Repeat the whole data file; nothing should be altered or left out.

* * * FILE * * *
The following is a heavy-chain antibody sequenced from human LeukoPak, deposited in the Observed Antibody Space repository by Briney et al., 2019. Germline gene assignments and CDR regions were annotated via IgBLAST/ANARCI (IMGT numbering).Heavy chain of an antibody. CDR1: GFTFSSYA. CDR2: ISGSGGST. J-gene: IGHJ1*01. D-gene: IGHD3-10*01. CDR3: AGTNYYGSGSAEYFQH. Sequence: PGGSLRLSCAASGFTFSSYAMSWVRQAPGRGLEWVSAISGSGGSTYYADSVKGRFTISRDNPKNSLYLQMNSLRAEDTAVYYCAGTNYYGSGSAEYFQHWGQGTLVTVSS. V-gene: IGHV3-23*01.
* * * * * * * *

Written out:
The following is a heavy-chain antibody sequenced from human LeukoPak, deposited in the Observed Antibody Space repository by Briney et al., 2019. Germline gene assignments and CDR regions were annotated via IgBLAST/ANARCI (IMGT numbering).Heavy chain of an antibody. CDR1: GFTFSSYA. CDR2: ISGSGGST. J-gene: IGHJ1*01. D-gene: IGHD3-10*01. CDR3: AGTNYYGSGSAEYFQH. Sequence: PGGSLRLSCAASGFTFSSYAMSWVRQAPGRGLEWVSAISGSGGSTYYADSVKGRFTISRDNPKNSLYLQMNSLRAEDTAVYYCAGTNYYGSGSAEYFQHWGQGTLVTVSS. V-gene: IGHV3-23*01.